Curing or hardening the resin
UVA light serves as the catalyst for this polyester resin. The impregnated slices are places between two glass plates to obtain smooth surfaces of the specimen.
Preparing Glass/ Casting Chambers for brain slices: Two methodologies for constructing casting chambers are used: a. Building the chamber around a slice; b. Building the chamber for later insertion of a body slice into the chamber. Insertion of the body slice after construction is recommended only for slices that do not have multiple parts. Each casting (flat) chamber is prepared from two same and appropriate sized pieces of window (2mm or l/16in) glass, silicone gasket and large fold-back (folder) clamps. The gasket length should be similar to the length of the perimeter of the glass. Both top and bottom sides of the chamber consist of one sheet of window (float) glass. To prepare to accept a slice, one glass plate will be placed on an assembly stand (block of Styrofoam or box) and construction begun as follows:
a. Building flat chamber around a body slice: An individual slice on its grid is removed from the resin and excess resin allowed to drain briefly before placing the slice onto the center of the glass which is setting on the assembly A silicone gasket (4mm for a 2mm slice) is placed on the glass, 2cm from the bottom edge (Fig. 6). The gasket length is divided 2/3 to 1/3 from the center point of the glass. This will allow enough length to pass across the top of the glass and close the top of the flat chamber. Later the ends of the gasket will continue up the sides lying 2cm from the edge in preparation to seal the casting chamber. A spacer is placed near the top of the glass which will support the top edge of the top glass. Next the top glass plate is placed on top of the slice, spacer and gasket (Fig. 7). Fold-back clamps are placed along the perimeter of the bottom glass over laying the gasket. Care is taken to align the clamping edge of the fold-back clamp over the gasket which will assure the best seal possible. Both ends of the gasket are turned (90° angle) toward the top and positioned 2cm from the edge of the glass. Clamps are positioned directly over the gasket as before. The top remains open with the excess gasket hanging from each side. The clamps secure and seal the glass plates with the gasket. Next, fold the bottom clamp handles onto the glass and stand the flat/glass chamber, containing the body slice, vertically with the open top directed upward. The flat (casting) chamber, containing the specimen, is filled with the fresh well-mixed P40 resin or P40/A4 (100:1-2) mixture. A flat funnel is used to fill the chamber with P40 (Fig. 8). Air bubbles are poured with the resin into the chamber and must be allowed to rise to the surface. Some bubbles will catch on the surface of the slice and must be encouraged to rise. A small wooden wedge inserted in the opened top will spread the glass and aid bubble removal. A 1 mm wire may be used to tease or encourage a bubble to float to the surface. Leaning the chamber from side to side will encourage trapped bubbles to rise. Check both sides for bubbles. Use the wire to center the slice in the chamber. Close the top of the chamber with the remaining longer length of the gasket and fold back clamps. Make sure the resin level totally fills the chamber. Remove any air bubbles lying against the top gasket (Fig. 9). Air interferes with the curing of the P40 resin. Seal the junction of the bent ends of the gasket with a 4mm ball of Biodur gasket seal (HS 80). Inspect for large air bubbles trapped along the upper gasket. Remove bubbles by insertion of an I8ga (1.2mm) hypodermic needle between the glass and the gasket.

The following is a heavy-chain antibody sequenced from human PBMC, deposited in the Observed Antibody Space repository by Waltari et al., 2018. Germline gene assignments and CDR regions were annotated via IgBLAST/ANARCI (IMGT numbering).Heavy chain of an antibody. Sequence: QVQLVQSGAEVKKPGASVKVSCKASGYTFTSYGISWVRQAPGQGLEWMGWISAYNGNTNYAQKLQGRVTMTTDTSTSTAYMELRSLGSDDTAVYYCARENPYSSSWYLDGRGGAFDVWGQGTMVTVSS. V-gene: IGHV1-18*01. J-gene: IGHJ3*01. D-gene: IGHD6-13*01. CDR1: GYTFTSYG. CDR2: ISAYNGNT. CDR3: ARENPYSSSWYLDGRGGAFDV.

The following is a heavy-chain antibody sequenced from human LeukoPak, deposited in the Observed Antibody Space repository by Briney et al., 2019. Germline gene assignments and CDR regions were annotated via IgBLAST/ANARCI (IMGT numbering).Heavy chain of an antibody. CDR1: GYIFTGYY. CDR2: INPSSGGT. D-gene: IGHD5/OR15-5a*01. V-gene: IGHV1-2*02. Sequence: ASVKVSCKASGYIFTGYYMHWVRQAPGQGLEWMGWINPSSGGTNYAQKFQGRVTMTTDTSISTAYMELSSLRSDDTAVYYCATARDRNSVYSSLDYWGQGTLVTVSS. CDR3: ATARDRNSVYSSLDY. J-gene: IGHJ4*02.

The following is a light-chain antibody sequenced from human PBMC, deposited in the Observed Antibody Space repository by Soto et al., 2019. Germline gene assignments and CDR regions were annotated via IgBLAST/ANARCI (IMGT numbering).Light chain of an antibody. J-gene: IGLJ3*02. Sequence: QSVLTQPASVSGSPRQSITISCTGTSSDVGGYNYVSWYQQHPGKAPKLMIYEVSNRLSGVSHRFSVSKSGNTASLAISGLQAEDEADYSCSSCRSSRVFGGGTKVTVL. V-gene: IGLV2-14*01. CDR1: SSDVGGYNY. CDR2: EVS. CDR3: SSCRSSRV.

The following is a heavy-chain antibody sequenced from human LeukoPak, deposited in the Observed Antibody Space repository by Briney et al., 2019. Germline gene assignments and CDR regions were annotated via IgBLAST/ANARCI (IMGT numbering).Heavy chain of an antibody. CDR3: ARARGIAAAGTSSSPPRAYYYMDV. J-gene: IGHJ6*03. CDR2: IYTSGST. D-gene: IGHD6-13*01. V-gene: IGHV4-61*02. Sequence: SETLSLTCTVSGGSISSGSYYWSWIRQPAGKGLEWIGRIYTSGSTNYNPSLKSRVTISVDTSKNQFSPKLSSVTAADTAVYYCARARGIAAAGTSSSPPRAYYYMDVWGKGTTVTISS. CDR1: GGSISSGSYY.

b. Build chamber for later insertion of a body slice: Position a glass on the assembly An appropriate size and length silicone gasket is placed 2cm from the bottom edge and its length is divided 2/3 to 1/3 at the midpoint of the glass. The longer end will be used to close the top space after filling. Later the ends of the gasket will continue up the sides lying 2cm from the edge in preparation to seal the casting chamber. A spacer placed near the top of the glass will support the top glass. The top plate is placed on top of the spacer and gasket. Fold-back clamps are placed along the perimeter of the bottom of the glasses over-lying the gasket. Align the clamping edge over the gasket to assure the best seal possible. Both ends of the gasket are turned (90° angle) toward the top and positioned 2cm from the edge of the glass. Clamps are positioned directly over the gasket. The top remains open with the excess gasket hanging to each side. The positioned clamps now secure and seal the glass plates with the gasket along the bottom and the sides. Next, fold the bottom clamp handles onto the glass and stand the flat/glass chamber vertically with the open top directed upward. A body slice is inserted through the top opening and the flat (casting) chamber now containing the specimen is filled with the fresh well-mixed P40 resin or the P40/A4 (100:1-2) mix (Fig. 8). Allow air bubbles to rise to the surface. Trapped bubbles need to be encouraged to rise to the top by using a small wooden wedge in the opened top and a 1 mm wire along with leaning the chamber from side to side. Close the top with the remaining longer length of the gasket and fold back clamps making sure to release any bubbles trapped against the top gasket (Fig. 9). Seal the junction of the bent ends of the gasket with a 4mm ball of Biodur gasket seal (HS 80). Inspect for large air bubbles trapped along the upper gasket. Remove bubble by insertion of an I8ga (1.2mm) hypodermic needle or 1 mm wire between the glass and the gasket.